Synthesis of dumbbell-like ZnO microcrystals via a simple solution route
- Zhenqing Hou†1,
- Yixiao Wang†1,
- Lihua Shen1,
- Hao Guo1,
- Gongxin Wang1,
- Yang Li1,
- Shuifan Zhou1,
- Qiqing Zhang2Email author and
- Qian Jiang3Email author
© Hou et al.; licensee Springer. 2012
Received: 24 July 2012
Accepted: 22 August 2012
Published: 11 September 2012
Uniform dumbbell-like ZnO microcrystals had been successfully fabricated on a large scale via a facile solution technique under mild conditions. Obtained ZnO, with length of 1.2 to 1.6 μm and diameters of 350 to 600 nm, exhibited well-defined dumbbell-like morphology and hexagonal wurtzite structure and grew along the  direction. Effects of the reactant concentration on the sizes and morphologies of the ZnO products had been investigated, indicating that the reactant concentration played a crucial role in determining final sizes and shapes of the samples. In addition, the growth process of the dumbbell-like ZnO microcrystals was studied, and a possible formation mechanism was proposed. Furthermore, the optical properties of ZnO samples obtained at various reaction times were also investigated by photoluminescence (PL) spectroscopy. The PL spectra of the as-prepared dumbbell-like ZnO microcrystals showed a strong UV emission peak.
As a wide bandgap (3.37 eV) and large exciton binding energy (60 meV) at room temperature, ZnO is recognized as one of the most important photonic materials for applications in electronic devices such as piezoelectric transducers, blue light-emitting diodes[2–4], solar cells[5–7], and gas sensors[8, 9]. Substantial efforts have been employed in controlling the morphology, size, and dimension of ZnO crystals because these parameters represent key elements that largely determine the electronic and optical performances of ZnO. In particular, the synthesis of one-dimensional ZnO nano- or microstructures in shapes including rods, tubes, needles, dumbbells, and wires has attracted immense attentions from the research communities due to their potential applications in the optoelectronic devices and functional materials. Different techniques, such as the reaction of zinc salts with base[10–12], the wet chemical bath deposition[13–15], solvothermal, chemical vapor deposition, template methods[18–21], hydrothermal[22–26], etc., have been exploited to prepare one-dimensional ZnO nano- or microstructure materials with various morphologies. Among these methods, vapor-phase processes are expensive and energy-consuming, which are not suitable for large scale production. The solution-based methods, however, demonstrate obvious advantages of low-cost, low-temperature operation to prepare large-scale and well-crystallized ZnO materials.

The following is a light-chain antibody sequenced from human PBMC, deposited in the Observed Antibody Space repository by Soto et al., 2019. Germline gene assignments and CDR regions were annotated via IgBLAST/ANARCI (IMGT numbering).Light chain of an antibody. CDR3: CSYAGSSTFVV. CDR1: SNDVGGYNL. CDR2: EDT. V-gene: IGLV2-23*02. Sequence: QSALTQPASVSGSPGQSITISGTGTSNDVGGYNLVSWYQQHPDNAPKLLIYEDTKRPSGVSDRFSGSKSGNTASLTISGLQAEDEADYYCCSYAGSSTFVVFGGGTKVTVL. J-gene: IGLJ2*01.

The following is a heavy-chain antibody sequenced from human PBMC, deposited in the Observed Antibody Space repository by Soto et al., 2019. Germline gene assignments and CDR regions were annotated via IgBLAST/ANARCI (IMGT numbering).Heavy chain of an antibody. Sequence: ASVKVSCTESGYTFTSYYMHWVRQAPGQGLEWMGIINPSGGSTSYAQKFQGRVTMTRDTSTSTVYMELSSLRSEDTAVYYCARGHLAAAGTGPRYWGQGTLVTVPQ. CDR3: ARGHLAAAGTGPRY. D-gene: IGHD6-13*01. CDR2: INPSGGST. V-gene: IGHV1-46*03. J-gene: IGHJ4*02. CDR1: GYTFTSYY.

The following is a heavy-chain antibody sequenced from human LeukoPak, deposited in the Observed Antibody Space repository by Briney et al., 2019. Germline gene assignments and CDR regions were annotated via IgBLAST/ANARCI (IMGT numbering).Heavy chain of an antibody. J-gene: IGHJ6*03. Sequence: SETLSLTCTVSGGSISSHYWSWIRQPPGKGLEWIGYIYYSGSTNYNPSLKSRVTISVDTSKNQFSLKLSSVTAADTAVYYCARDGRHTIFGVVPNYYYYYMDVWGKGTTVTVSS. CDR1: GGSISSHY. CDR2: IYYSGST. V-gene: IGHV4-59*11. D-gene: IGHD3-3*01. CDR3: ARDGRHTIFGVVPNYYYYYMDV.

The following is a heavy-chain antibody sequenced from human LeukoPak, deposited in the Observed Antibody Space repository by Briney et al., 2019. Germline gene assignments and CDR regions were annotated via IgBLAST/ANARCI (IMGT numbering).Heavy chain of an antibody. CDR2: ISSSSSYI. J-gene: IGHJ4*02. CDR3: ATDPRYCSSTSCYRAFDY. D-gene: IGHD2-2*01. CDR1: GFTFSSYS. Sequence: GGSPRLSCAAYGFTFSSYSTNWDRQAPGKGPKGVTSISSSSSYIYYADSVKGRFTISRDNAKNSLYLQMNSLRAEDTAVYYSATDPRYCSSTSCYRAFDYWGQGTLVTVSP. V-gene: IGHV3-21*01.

Recently, Riley and co-workers had synthesized ZnO one-dimensional nanostructures on Si wafers coated with a thin film of ZnO via a hydrothermal method. However, the synthesis process was comparatively complicated, which was not appropriate for large-scale production. Hu and co-workers had reported the synthesis of ZnO nanowires and nanobelts on a large scale using ZnCl2 as zinc source, Na2CO3 as mineralizer, and sodium dodecyl sulfonate as morphology controller agent via a low-temperature one-pot hydrothermal technique. However, the reaction time was too long. Zhang et al. had prepared dumbbell-like ZnO microcrystals of hexagonal phase using poly (vinyl alcohol) as the capping molecules at 200°C for 12 h. However, the morphologies of the ZnO crystals were controlled by additives and still required a high temperature. Although progresses have been made in the synthesis of one-dimensional ZnO, a simple and fast approach had remained a great challenge.
In this paper, a conventional technique was utilized to simply prepare one-dimensional ZnO. The highly uniformed dumbbell-like ZnO could be easily fabricated via a simple low-temperature solution route. This synthetic approach also allowed further reducing the growth temperature to 95°C and shortening the reaction time to 3 h, leading to the development of an effective and low-cost fabrication process for high-quality ZnO. Moreover, we reported the low-temperature synthesis of dumbbell-like ZnO, which synthesized at ambient pressure without any substrates or additives. The morphology, structure, and properties of the obtained ZnO were examined; the effects of the reactant concentration and reaction time on the size and shapes of the ZnO products were analyzed, and the possible growth mechanism of the ZnO microstructure was discussed. Furthermore, the room temperature UV–vis absorption and photoluminescence (PL) spectrum of the obtained products were also investigated.